By Arturo Cuesta, Orlando Abreu, and Daniel Alvear
We are affected in our decision-making by what others around us are doing. This can also happen during emergency evacuations. Previous research helps us interpret fundamentals of collective behaviour during evacuation. Current methodologies are often based on anecdotal recollections of actual evacuees (interviews, surveys, etc.) and/or theoretical frameworks. The response of others has been proved to influence our own response to ambiguous threat cues. This can also happen when the fire alarm is unclear as to where the fire might be located.
In such conditions, we interact with others to decide what to do[4,5]. Proximity also seems to be an important factor: We are more influenced by people who are close than by those who are farther away. We also cooperate in emergencies[4–8]. Past incidents such as the Beverly Hills Supper Club fire have shown that social groups tend to escape or succumb together. Evacuation groups can emerge spontaneously or be formed based on social ties and the organizational/situational context.
To sum up, the evacuation process can be considered as a social process in which people are likely to make consensus decisions, decide on a plan of action, and act together[5, 11–13].
We wanted to investigate how people make decisions in emergencies— that is, if and to which extend they make decisions and act together. The philosophy behind our study was that collective behaviour denotes a reduction in the behavioural variability of people: the smaller the dispersion of a behavioural variable, the greater the cohesion among the members of an evacuation group.
study involved a set of evacuation experiments at the bus terminal of a multimodal station in Madrid (Spain) involving 150 individuals. The bus terminal consisted of a waiting area with 10 boarding gates (to access the bus departure bays) and five emergency exits (see Figure 1). We randomly assigned six to nine individuals to each boarding gate (See Figure 2). Three different trials were conducted for a set of 30 potential evacuation groups where individuals, due to proximity, were likely to interact with each other (through verbal and/or non-verbal communication). The trials were recorded by using video cameras and data was statistically analysed afterwards.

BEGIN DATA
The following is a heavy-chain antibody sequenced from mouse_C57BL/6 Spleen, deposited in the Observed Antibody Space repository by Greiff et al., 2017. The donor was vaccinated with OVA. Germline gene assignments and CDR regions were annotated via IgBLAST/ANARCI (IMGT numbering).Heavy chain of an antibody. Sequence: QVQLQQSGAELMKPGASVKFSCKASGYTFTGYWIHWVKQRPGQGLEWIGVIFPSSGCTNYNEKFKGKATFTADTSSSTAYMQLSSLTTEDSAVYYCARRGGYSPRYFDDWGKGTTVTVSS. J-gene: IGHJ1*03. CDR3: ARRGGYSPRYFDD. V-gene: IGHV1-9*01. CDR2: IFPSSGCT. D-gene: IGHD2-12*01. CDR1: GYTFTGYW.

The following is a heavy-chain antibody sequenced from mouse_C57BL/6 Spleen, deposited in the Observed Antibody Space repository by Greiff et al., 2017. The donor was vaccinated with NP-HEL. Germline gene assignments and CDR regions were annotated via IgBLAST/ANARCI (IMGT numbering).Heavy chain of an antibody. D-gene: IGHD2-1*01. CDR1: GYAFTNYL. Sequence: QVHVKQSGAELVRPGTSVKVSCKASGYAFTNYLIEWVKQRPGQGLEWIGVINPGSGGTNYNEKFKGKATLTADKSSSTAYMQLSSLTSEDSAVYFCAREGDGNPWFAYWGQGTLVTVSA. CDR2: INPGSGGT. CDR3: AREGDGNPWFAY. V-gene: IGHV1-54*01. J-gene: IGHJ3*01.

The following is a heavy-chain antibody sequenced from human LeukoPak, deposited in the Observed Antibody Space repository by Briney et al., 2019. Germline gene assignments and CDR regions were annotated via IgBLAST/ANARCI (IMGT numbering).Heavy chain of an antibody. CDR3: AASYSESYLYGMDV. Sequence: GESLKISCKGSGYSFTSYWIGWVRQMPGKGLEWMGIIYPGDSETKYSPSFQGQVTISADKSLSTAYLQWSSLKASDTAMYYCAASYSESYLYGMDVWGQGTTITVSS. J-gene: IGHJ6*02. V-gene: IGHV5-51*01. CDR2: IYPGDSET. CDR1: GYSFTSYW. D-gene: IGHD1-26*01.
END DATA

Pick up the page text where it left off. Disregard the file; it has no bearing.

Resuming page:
Figure 1. Layout of the bus terminal: Boarding gates (BGs) and emergency exits
Figure 2. Participants accessing the concourse during one trial
Proximity was found to be an important factor in the formation of groups. Most individuals at the same boarding gate reached a consensus decision regarding the direction of evacuation and used the same exit. However, choosing the same exit was not enough to determine the collective behaviour.
The study also allowed us to measure whether participants responded together (as a group) and maintained cohesion during the evacuation movement. The behavioural cohesion was observed in eight potential evacuation groups during both the response and the movement phases of evacuation (26%). Nine other potential evacuation groups showed behavioural cohesion during the movement phase of evacuation (30%). Although participants of these groups did not respond collectively, they adapted their speed to maintain proximity to each other during their movement and left the concourse together.
Emergency evacuations often depend on social interactions among individuals. Previous research has provided useful information to interpret fundamentals of collective behaviour during evacuation qualitatively. This study illustrates an example of a quantitative approach that can be employed for analysing collective evacuation response. Detailed information on this topic can be found in the paper associated with this study.
Arturo Cuesta, Orlando Abreu, and Daniel Alvear with the University of Cantabria, Spain
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